Going beyond the guidance when designing an inclusive environment

inclusive environment
© Robert Kneschke

From our daily dealings with minimum widths for doorways, maximum gradients for ramps and many other benchmarks, one of the main pieces of advice we would offer is when working to design an inclusive environment don’t be afraid to go beyond the guidance, says About Access

Whether you draw it from Approved Document M of the Building Regulations, from BS 8300 or other official sources, try to remember it is only guidance. It sets a minimum requirement and it gives you the freedom to be better than the lowest level if you can – and if you want to.

Not many people when buying a car would always go for the cheapest option. We all like a few frills on top of the functionality so why not take the same approach to accessibility?

We come across examples far too often of designers adhering to the guidance but not taking the basic additional steps which would have made a big difference.

Inclusive environment in the workplace

Someone who works in an office is likely to leave their desk several times a day for different reasons. If they have an impairment their short and supposedly simple journeys around the building can become quite an ordeal.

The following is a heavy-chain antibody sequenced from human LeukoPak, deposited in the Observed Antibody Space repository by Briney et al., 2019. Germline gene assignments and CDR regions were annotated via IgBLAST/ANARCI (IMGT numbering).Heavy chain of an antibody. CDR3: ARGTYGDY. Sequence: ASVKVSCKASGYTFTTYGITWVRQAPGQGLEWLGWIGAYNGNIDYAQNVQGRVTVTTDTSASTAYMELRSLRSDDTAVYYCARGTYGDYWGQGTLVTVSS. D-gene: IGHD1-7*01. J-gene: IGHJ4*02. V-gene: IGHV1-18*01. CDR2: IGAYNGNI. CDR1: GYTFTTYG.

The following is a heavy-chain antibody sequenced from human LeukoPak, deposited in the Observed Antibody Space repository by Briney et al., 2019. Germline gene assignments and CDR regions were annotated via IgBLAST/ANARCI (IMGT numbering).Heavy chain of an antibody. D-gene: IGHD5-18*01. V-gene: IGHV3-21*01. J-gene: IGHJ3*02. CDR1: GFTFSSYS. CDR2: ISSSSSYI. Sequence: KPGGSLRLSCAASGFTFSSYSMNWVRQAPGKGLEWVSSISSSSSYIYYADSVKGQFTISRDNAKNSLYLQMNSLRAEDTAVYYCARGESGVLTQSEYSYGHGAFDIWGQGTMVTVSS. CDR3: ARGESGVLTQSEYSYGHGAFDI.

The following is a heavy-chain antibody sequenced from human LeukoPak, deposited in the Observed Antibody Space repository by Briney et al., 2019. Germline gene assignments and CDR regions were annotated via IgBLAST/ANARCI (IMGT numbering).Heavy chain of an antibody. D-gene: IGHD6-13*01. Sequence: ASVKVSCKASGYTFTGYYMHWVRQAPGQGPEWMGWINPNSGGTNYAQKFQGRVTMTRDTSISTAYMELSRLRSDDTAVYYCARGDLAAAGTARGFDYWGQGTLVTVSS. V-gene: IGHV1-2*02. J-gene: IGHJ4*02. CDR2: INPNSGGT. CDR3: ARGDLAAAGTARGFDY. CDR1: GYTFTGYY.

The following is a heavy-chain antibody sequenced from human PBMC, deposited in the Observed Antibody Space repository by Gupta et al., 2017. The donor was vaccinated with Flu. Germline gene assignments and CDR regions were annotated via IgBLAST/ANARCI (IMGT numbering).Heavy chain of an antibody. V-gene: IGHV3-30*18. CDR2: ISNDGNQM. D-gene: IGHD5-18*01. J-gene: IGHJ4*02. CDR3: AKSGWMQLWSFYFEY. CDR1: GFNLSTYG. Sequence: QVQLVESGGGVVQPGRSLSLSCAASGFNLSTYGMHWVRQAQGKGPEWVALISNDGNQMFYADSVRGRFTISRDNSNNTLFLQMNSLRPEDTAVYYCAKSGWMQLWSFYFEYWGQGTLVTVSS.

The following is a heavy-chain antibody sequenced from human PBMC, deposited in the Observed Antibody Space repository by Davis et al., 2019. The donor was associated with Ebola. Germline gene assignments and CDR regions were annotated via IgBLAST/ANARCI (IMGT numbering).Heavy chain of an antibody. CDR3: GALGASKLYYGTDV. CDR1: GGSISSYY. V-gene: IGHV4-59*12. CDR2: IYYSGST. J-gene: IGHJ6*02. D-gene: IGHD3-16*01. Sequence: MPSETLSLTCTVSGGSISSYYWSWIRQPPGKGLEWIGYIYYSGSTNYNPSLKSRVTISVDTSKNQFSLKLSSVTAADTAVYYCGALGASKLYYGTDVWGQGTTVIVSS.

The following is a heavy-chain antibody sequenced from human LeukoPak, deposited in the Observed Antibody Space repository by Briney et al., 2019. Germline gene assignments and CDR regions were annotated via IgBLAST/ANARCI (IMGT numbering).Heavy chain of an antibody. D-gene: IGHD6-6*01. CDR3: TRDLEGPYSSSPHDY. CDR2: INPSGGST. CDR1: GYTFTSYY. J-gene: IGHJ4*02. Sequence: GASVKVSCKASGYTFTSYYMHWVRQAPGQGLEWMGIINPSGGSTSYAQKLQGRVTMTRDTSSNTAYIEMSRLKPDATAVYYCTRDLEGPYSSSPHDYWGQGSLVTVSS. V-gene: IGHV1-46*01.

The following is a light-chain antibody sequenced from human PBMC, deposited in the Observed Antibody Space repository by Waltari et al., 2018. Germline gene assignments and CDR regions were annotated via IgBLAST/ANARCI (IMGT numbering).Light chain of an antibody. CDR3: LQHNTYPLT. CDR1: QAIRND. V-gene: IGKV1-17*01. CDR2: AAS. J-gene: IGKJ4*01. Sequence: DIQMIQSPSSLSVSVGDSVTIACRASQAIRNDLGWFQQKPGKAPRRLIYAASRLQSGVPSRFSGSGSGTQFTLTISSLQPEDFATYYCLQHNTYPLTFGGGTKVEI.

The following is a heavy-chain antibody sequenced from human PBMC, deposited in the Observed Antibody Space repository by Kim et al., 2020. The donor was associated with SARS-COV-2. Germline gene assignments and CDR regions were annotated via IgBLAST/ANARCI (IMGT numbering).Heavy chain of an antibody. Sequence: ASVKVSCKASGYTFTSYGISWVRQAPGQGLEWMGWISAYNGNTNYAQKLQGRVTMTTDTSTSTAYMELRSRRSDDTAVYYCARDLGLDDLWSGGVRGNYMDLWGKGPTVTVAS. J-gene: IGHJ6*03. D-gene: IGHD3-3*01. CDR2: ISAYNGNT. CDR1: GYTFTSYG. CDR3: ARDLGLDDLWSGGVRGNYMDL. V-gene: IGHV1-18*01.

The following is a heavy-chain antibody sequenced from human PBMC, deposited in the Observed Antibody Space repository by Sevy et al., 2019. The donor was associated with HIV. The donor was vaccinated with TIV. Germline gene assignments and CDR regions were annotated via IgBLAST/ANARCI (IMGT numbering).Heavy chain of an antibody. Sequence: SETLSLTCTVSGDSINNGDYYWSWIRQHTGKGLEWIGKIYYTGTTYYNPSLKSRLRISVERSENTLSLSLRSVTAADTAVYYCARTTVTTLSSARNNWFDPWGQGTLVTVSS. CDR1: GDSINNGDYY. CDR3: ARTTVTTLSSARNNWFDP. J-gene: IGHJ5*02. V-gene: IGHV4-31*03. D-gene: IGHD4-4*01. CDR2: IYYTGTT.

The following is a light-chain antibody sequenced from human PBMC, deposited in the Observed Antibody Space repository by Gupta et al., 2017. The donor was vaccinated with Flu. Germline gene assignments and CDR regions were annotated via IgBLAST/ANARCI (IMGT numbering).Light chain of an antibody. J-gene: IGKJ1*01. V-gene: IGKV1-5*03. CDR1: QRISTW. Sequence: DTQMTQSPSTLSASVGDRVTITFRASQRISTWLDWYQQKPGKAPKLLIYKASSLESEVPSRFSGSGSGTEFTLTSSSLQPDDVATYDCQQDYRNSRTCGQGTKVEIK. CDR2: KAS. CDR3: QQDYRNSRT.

Real-life examples of access problems include people having to move to a different part of their workplace to get to food and drink facilities, whether that’s a kitchen, canteen or vending machines.

The kitchen in our example was at the end of a corridor and for some the route meant passing through four sets of doors. Getting there was okay because the people didn’t have their hands full, but coming back was a problem because they would always be carrying at least one item.

In some cases the kitchen might be on a different floor, and we have also seen instances where the loos are on a different floor as well. However accessible the actual facilities are, obstacles can make the route inaccessible.

People might also leave their desk to go out for some fresh air, off-site meetings and various other reasons. You need to think about making it easy for them to leave the building and return. You can’t assume they will spend all day in the building.

They might also need to visit colleagues in other parts of the building, whether in a meeting room or elsewhere, to discuss work projects and events. If they use a meeting room is it accessible? Is the route from their desk to the meeting room accessible?

It’s a case of anticipating the journey around the building from before the employee arrives on site and thinking about the advance information you might provide for them all the way through entering the premises, moving through the building and going about their working day.

Don’t forget about location when considering an inclusive environment

One case we looked at involved a company moving into a new building which was much more accessible. But its location was not on a public transport route and didn’t have any parking. These aspects hadn’t been taken into consideration and that created a significant problem.

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